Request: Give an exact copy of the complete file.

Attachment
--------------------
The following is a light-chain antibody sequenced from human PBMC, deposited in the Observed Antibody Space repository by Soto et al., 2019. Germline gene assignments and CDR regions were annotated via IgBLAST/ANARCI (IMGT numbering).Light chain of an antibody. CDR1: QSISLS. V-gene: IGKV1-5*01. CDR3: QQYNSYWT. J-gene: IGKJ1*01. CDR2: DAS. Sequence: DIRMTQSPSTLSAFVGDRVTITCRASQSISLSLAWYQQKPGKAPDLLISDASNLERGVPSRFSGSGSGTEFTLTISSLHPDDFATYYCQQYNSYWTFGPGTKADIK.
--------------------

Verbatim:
The following is a light-chain antibody sequenced from human PBMC, deposited in the Observed Antibody Space repository by Soto et al., 2019. Germline gene assignments and CDR regions were annotated via IgBLAST/ANARCI (IMGT numbering).Light chain of an antibody. CDR1: QSISLS. V-gene: IGKV1-5*01. CDR3: QQYNSYWT. J-gene: IGKJ1*01. CDR2: DAS. Sequence: DIRMTQSPSTLSAFVGDRVTITCRASQSISLSLAWYQQKPGKAPDLLISDASNLERGVPSRFSGSGSGTEFTLTISSLHPDDFATYYCQQYNSYWTFGPGTKADIK.